Monday, June 24, 2013
Blood and Chocolate
Twilight may have busted the YA Paranormal genre open, but Blood and Chocolate was out eight years before. It's an artifact of an earlier time, when Anne Rice and White Wolf roleplayers still ruled the night. More cynically, you could say it was from a time when authors and publishers still cared about quality, when the emphasis was on polishing stories rather than releasing tons of them fast, like the metaphorical spaghetti thrown at the wall. So Blood and Chocolate is a very well-crafted book, tightly plotted and effectively written. But for all that, it proves that the more things change, the more they stay the same.
The plot is a victim of history; it wasn't yet insufferably cliche in 1997, but it is today. Paranormal girl - subtype werewolf - meets muggle guy, falls in love, and tries to pursue that love in defiance of the supernatural community's rules. A crisis of leadership among the werewolves, resolved by the usual bloodsport, complicates things.
What becomes apparent very early on is that this is very much a 90's story, meaning a lot of things are dated. Teenagers without cell phones, just for example, but it's not just the difference in technology that's off-putting. Blood and Chocolate is also rather obviously written by a baby boomer observing "those crazy kids". I don't mean to say that it treats its cast with disrespect, because it doesn't. It's just... off. Major characters seem like stereotypes; our chief love interest is a bundle of new-age cliches, halfway between hippie and hipster. His wannabe girlfriend is a perky goth girl with jealousy issues. The two of them hang together with a circle of misfits that pretentiously calls themselves "The Ameoba", and attend concerts for vaguely-described but implicitly loud and obnoxious bands. I imagine teen readers of the day rolling their eyes and saying "This author just doesn't get it."
If you can get over that, Blood and Chocolate a pretty good read. It takes a bit long to get going, but once it does it sucks you in. Until the end, where it gets hit hard with two of the persistent gremlins in the genre's gears: the romanticization of borderline-abusive men, and the bullshit non-ending that resolves nothing.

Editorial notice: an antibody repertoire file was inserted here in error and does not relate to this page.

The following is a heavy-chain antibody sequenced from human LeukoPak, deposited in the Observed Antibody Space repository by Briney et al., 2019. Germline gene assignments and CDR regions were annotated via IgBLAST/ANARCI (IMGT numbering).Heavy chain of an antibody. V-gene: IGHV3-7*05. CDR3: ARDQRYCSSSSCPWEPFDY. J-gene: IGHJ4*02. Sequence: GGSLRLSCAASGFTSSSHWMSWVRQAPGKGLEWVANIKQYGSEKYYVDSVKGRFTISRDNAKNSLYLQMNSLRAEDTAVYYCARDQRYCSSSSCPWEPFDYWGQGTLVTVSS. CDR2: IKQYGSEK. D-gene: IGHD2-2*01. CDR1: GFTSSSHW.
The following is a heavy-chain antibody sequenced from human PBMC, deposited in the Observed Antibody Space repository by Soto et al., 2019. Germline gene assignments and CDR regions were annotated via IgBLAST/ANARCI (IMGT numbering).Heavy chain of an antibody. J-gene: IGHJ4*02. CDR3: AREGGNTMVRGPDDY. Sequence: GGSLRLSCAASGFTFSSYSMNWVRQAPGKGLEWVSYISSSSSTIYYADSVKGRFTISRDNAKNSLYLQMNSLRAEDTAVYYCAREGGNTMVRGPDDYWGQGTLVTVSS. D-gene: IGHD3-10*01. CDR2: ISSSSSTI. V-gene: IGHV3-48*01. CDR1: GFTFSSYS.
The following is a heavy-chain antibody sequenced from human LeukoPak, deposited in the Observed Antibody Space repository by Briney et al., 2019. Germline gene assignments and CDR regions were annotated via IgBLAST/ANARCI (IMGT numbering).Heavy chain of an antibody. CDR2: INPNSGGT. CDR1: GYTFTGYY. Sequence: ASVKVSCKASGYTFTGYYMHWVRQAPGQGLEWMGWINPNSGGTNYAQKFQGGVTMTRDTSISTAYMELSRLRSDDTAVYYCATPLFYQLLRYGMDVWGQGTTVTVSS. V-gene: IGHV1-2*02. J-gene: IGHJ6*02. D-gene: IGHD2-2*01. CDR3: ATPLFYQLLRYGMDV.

In addition to muggle boy Aiden, wolf-girl Vivian is pursued by Gabe, the pack's alpha. While Gabe isn't much older than Vivian and does harbor affection for her, he's clearly in it out of a sense of entitlement. As the new king, he needs a queen, and in his mind he deserves the pick of the litter, so to speak. Which eventually leads to him pinning Vivian to a kitchen counter for make-outs, a scene that dug up bad memories of the attempted bathroom-rape in Nightshade. However, in the last thirty pages or so, the novel's treatment of Gabe does a complete 180 and in the last scene Vivian agrees to move away with him and the pack to their new home.
What makes this extra-squicky is the way in which Gabe ultimately wins Vivian over. She's moved to sympathy when he bares his soul to her and admits to killing a past lover.
Yes, really. But he regrets it a lot, see?
Well, alright, it is more complicated than that. He fell in love with a human woman and one day transformed accidentally while they were in bed together. When he did, she freaked the hell out. He tried to calm her down, but she was too scared to listen to reason, so he struck her, forgetting all about his lycanthropic superstrength. This is supposed to humanize him, and to make the point that weres and humans Just Can't Be Together. It succeeds on the latter, since something frighteningly similar happened when Vivian tranformed for Aiden. But the former? No sale.
Even if you can put that aside, though, there's the fact that the ending undermines the entire strory. Blood and Chocolate is about Vivian struggling to break out of an oppressive society. She fights with her mother, her old friends, and the pack itself to reach for something greater, something she loves, something she can't have under the old ways. Then at the end, she decides that she'd rather stick with the old ways after all. This isn't played as a tragedy, either. It's sold as a positive outcome that will eventually bring Vivian happiness. My first thought is that it was a sequel hook, and had the book been written today I would take that as a given. If so, it serves as an example of why not to do that: since no sequel was ever released, everything is left hanging and the reader never gets closure.
Now that I think of it, though, there's another explanation. Remember, the author was a 40-something, possibly with children of her own, writing during the era where Gen-X and Gen-Y were ascendant. To her, this is the happy ending: the kids get over their teenage rebellion and settle down to realize their parents were right. Life goes on as it always does. It's not a bad theme necessarily, but it's woefully ignorant about just how deep the cracks between boomers and post-boomers run. (And just how disgusting we find it that an entitled prat is held up as Prince Charming.) Again, Blood and Chocolate is a victim of history: it sees the generation gap of the 90's mending over time, when in reality the rift between 20th and 21st century values would just get worse.
(End of spoilers)
Annette Curtis Klause is a rather obscure writer. If wikipedia is to be believed, she's a YA librarian who dabbles; she published three novels over a seven-year period, a fourth nine years later, and a smattering of short stories since. Blood and Chocolate was the only one of those that really found a following, partially because after Twilight blew up, Blood and Chocolate rode it's coattails to renewed prominence. I'm glad she's still around in some capacity, since she's certainly skilled enough to write for a living. I just hope she's been able to keep up with the times.